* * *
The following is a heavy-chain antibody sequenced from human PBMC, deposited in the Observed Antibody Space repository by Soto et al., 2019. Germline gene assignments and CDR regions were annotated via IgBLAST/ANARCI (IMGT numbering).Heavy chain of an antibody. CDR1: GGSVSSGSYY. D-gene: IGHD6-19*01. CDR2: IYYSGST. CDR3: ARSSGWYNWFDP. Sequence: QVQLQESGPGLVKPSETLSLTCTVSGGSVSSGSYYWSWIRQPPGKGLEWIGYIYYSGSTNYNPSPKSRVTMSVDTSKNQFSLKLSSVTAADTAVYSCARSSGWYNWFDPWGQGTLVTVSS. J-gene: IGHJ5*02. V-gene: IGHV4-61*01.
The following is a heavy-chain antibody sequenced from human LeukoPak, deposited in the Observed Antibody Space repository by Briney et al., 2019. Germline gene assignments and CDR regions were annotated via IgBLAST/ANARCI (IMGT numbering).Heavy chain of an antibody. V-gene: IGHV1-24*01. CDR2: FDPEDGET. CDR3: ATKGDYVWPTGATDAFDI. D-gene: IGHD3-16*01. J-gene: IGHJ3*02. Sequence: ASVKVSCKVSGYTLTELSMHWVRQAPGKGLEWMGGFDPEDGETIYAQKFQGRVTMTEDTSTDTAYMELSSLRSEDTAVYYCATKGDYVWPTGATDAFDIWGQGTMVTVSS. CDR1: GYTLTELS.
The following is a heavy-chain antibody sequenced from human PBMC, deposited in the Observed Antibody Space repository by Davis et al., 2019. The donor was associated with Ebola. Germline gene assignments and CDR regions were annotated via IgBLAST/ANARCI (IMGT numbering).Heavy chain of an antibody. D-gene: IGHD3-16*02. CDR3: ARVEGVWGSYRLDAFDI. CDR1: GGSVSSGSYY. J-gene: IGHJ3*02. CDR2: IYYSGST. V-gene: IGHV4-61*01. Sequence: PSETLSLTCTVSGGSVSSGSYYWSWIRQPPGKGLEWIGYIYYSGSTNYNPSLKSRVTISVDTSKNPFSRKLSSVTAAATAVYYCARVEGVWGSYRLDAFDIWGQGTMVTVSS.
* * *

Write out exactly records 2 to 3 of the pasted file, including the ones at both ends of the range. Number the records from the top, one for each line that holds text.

The following is a heavy-chain antibody sequenced from human LeukoPak, deposited in the Observed Antibody Space repository by Briney et al., 2019. Germline gene assignments and CDR regions were annotated via IgBLAST/ANARCI (IMGT numbering).Heavy chain of an antibody. V-gene: IGHV1-24*01. CDR2: FDPEDGET. CDR3: ATKGDYVWPTGATDAFDI. D-gene: IGHD3-16*01. J-gene: IGHJ3*02. Sequence: ASVKVSCKVSGYTLTELSMHWVRQAPGKGLEWMGGFDPEDGETIYAQKFQGRVTMTEDTSTDTAYMELSSLRSEDTAVYYCATKGDYVWPTGATDAFDIWGQGTMVTVSS. CDR1: GYTLTELS.
The following is a heavy-chain antibody sequenced from human PBMC, deposited in the Observed Antibody Space repository by Davis et al., 2019. The donor was associated with Ebola. Germline gene assignments and CDR regions were annotated via IgBLAST/ANARCI (IMGT numbering).Heavy chain of an antibody. D-gene: IGHD3-16*02. CDR3: ARVEGVWGSYRLDAFDI. CDR1: GGSVSSGSYY. J-gene: IGHJ3*02. CDR2: IYYSGST. V-gene: IGHV4-61*01. Sequence: PSETLSLTCTVSGGSVSSGSYYWSWIRQPPGKGLEWIGYIYYSGSTNYNPSLKSRVTISVDTSKNPFSRKLSSVTAAATAVYYCARVEGVWGSYRLDAFDIWGQGTMVTVSS.